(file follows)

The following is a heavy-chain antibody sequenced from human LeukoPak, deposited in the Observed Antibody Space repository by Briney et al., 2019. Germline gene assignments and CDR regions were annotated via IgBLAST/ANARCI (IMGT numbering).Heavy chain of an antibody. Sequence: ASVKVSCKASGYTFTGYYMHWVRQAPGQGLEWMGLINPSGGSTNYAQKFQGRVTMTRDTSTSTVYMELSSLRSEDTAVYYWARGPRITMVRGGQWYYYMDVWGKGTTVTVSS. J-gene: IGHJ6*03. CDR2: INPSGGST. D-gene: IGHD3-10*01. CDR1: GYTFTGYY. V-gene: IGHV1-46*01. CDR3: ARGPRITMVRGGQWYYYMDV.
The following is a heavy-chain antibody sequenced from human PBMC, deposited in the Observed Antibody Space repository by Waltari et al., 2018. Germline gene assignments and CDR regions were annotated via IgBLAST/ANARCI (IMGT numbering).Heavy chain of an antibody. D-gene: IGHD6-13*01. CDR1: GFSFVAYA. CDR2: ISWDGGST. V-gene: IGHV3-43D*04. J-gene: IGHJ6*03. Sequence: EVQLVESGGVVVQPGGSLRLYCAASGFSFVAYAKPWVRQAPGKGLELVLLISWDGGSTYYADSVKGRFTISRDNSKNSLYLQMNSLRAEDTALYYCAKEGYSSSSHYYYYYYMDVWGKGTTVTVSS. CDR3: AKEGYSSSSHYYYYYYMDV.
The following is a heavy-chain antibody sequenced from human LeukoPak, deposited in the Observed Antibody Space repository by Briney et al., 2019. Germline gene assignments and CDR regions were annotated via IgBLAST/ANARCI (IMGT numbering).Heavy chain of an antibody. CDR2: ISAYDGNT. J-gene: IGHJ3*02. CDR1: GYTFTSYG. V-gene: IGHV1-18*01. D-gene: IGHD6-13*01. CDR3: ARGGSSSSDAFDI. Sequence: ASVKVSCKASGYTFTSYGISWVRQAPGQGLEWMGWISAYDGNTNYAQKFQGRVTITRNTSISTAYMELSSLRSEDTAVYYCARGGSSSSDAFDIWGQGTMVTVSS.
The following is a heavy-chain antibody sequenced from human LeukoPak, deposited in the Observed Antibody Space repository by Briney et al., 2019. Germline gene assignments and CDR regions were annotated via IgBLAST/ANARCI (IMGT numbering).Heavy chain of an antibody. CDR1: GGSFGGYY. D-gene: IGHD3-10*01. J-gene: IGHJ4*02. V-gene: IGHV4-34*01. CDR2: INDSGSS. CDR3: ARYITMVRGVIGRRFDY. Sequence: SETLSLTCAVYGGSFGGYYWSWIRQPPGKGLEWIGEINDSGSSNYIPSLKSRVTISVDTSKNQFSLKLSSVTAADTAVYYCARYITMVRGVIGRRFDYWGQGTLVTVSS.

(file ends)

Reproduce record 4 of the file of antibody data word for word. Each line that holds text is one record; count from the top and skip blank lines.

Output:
The following is a heavy-chain antibody sequenced from human LeukoPak, deposited in the Observed Antibody Space repository by Briney et al., 2019. Germline gene assignments and CDR regions were annotated via IgBLAST/ANARCI (IMGT numbering).Heavy chain of an antibody. CDR1: GGSFGGYY. D-gene: IGHD3-10*01. J-gene: IGHJ4*02. V-gene: IGHV4-34*01. CDR2: INDSGSS. CDR3: ARYITMVRGVIGRRFDY. Sequence: SETLSLTCAVYGGSFGGYYWSWIRQPPGKGLEWIGEINDSGSSNYIPSLKSRVTISVDTSKNQFSLKLSSVTAADTAVYYCARYITMVRGVIGRRFDYWGQGTLVTVSS.